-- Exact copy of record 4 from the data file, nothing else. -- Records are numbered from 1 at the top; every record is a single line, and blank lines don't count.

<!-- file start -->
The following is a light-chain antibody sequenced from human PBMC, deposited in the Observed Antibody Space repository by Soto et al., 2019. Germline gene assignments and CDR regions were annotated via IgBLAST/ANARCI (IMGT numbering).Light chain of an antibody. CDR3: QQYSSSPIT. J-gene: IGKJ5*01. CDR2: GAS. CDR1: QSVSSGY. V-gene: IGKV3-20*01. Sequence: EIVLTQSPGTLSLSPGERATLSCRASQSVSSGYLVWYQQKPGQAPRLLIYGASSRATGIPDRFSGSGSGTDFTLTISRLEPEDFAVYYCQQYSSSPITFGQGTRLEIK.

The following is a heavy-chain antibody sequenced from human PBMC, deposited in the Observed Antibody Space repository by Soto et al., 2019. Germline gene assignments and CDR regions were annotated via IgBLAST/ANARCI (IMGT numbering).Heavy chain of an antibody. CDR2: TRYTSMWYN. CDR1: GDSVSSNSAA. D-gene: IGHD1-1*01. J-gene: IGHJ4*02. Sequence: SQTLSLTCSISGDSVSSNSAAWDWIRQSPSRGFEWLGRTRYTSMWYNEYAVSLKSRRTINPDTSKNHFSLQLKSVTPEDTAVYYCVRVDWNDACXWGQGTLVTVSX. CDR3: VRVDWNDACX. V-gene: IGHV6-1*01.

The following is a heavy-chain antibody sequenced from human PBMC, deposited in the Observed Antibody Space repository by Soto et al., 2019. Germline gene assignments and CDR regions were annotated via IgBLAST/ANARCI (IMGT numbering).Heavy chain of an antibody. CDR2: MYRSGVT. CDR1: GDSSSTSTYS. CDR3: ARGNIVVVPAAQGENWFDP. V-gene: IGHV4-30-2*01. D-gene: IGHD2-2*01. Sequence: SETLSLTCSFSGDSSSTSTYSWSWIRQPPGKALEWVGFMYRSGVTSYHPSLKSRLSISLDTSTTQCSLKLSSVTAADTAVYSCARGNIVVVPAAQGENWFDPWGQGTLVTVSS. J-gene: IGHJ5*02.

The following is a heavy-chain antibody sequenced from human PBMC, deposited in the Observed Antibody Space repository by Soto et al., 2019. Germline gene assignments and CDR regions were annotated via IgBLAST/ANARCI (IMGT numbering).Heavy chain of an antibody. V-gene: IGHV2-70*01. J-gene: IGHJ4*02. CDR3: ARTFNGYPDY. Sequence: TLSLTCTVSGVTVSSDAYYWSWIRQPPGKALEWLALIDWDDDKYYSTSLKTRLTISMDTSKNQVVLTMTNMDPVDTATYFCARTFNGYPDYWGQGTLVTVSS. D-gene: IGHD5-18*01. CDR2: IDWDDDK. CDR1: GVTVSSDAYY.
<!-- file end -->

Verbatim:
The following is a heavy-chain antibody sequenced from human PBMC, deposited in the Observed Antibody Space repository by Soto et al., 2019. Germline gene assignments and CDR regions were annotated via IgBLAST/ANARCI (IMGT numbering).Heavy chain of an antibody. V-gene: IGHV2-70*01. J-gene: IGHJ4*02. CDR3: ARTFNGYPDY. Sequence: TLSLTCTVSGVTVSSDAYYWSWIRQPPGKALEWLALIDWDDDKYYSTSLKTRLTISMDTSKNQVVLTMTNMDPVDTATYFCARTFNGYPDYWGQGTLVTVSS. D-gene: IGHD5-18*01. CDR2: IDWDDDK. CDR1: GVTVSSDAYY.